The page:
Reviewed November 13, 2009 by Lisa Gade, Editor
Imagine the computing world without Sony: it would surely be a more boring place, at least if you like ultraportables and super-sexy tech. Their cutting edge products may be expensive, but without them, the march to a world of thinner, cooler, Star-Trekian computing devices would be slower. Now, the same folks who brought you the Sony Vaio P earlier this year are at it again with an ostensibly more normal looking notebook, the Vaio X. If you look at photos of the Vaio X, you might not get the whole picture: sure it looks superbly thin, but in person it's so thin and light that it seems more like a sci-fi movie prop. At 11.95" x 7.29" with an 11.1" display, it's about as wide and deep as a netbook or the now discontinued 11" Vaio TT. But at a half inch thick and 1.5 to 1.6 lbs. it's half the weight of a 10" Eee PC netbook and less than half the thickness. At 0.55" thick, it competes with skinny cell phones rather than notebooks or netbooks. It's a tenth of an inch thicker than the Sony Reader PRS-600 eBook reader and about the same size as the 6 ounce lighter Kindle DX. You get the idea-- really slim and compact. But not overly so like the Vaio P, whose small but high resolution display is hard on the eyes. The Vaio X's design fits in with the 11" netbook crowd and the Vaio TX/TZ/TT in terms of usable ergonomics.
Specs at a Glance
The Sony Vaio X is available in two models that are identical other than hard drive capacity. The 64 gig SSD model lists for $1,299 while the 128 gig SSD model sells for $1,499. Clearly these aren't budget laptops and you're paying for extreme fit and finish, a carbon fiber casing, extreme portability, great battery life and good looks. Such is the price of entry if you want to carry the thinnest and lightest notebook extant. The 64 gig model has a matte black top (similar to the carbon fiber finish on the Sony Vaio Z series 13.3" ultralights) while the 128 gig is available in black or gold (gold paint on top of carbon fiber). The bottom half of the casing and the extended battery on both is a complex brown metallic that looks bronze, chocolate or muted brown-black depending on how light strikes it. The bottom casing has a very slight rough texture that helps keep the skinny laptop in hand. The speaker is located on the bottom, and is louder than the Vaio P but quieter than most notebooks.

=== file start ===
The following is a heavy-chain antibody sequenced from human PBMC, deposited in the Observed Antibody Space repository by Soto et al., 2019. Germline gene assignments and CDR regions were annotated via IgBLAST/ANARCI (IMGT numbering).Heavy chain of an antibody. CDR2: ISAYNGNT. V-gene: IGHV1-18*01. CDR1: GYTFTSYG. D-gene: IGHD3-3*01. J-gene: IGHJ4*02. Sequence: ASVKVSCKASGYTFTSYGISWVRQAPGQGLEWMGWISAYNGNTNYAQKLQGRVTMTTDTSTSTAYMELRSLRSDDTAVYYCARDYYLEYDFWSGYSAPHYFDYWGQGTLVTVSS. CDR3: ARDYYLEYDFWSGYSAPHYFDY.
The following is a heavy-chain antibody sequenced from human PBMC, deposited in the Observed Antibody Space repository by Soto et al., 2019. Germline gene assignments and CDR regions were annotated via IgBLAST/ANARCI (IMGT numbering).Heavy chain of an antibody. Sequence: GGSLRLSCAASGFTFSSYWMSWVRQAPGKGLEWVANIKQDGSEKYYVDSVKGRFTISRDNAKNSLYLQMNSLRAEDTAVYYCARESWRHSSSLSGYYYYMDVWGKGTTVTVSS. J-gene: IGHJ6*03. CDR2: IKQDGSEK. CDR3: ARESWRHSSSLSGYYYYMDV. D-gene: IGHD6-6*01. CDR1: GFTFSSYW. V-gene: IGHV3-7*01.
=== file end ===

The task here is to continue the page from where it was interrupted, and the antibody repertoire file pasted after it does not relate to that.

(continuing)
The notebook has a 2GHz Intel Atom Z550 CPU, 2 gigs of DDR2 RAM, an SSD drive, Intel GMA 500 integrated graphics and an 11.1" LED display that's not gloss (thank you) and is scratch resistant. Those sound like netbook specs, other than the higher speed Atom CPU (most netbooks run at 1.6GHz max). But wait, in typical Sony fashion, there's more: a webcam, WiFi 802.11n, Bluetooth 2.1 + EDR, Verizon EV-DO Rev. A and a GPS that works with the included Microsoft Streets and Trips 2009. Both a standard and extended battery are included in the box but there's no optical drive. Apple's MacBook Air engineers should snoop around Sony's design center since the little X manages two USB 2.0 ports, a drop-down Ethernet RJ45 jack, stereo headphone jack, a standard VGA port, SD and Memory Stick Pro Duo slots.
Power, 2 USB ports and a headphone jack on the Vaio's left side.
SD and Memory Stick Duo card slots on the front edge.
Drop-down Ethernet jack and VGA port.
I know: you're wondering why no ULV single or dual core Intel CPU for the price? The answer is that the machine couldn't be this small given the greater power and heat dissipation requirements of those CPUs. Also, there's no way Sony could have gotten the incredible battery runtimes with a non-Atom CPU. Give it a few more years. . .
Here's our 8.5 minute video where we take a walk around the machine and compare it to the MacBook Air, Sony Vaio Z and Eee PC 1005HA. We also demo YouTube standard and HQ playback and Hulu video playback.
Design and Ergonomics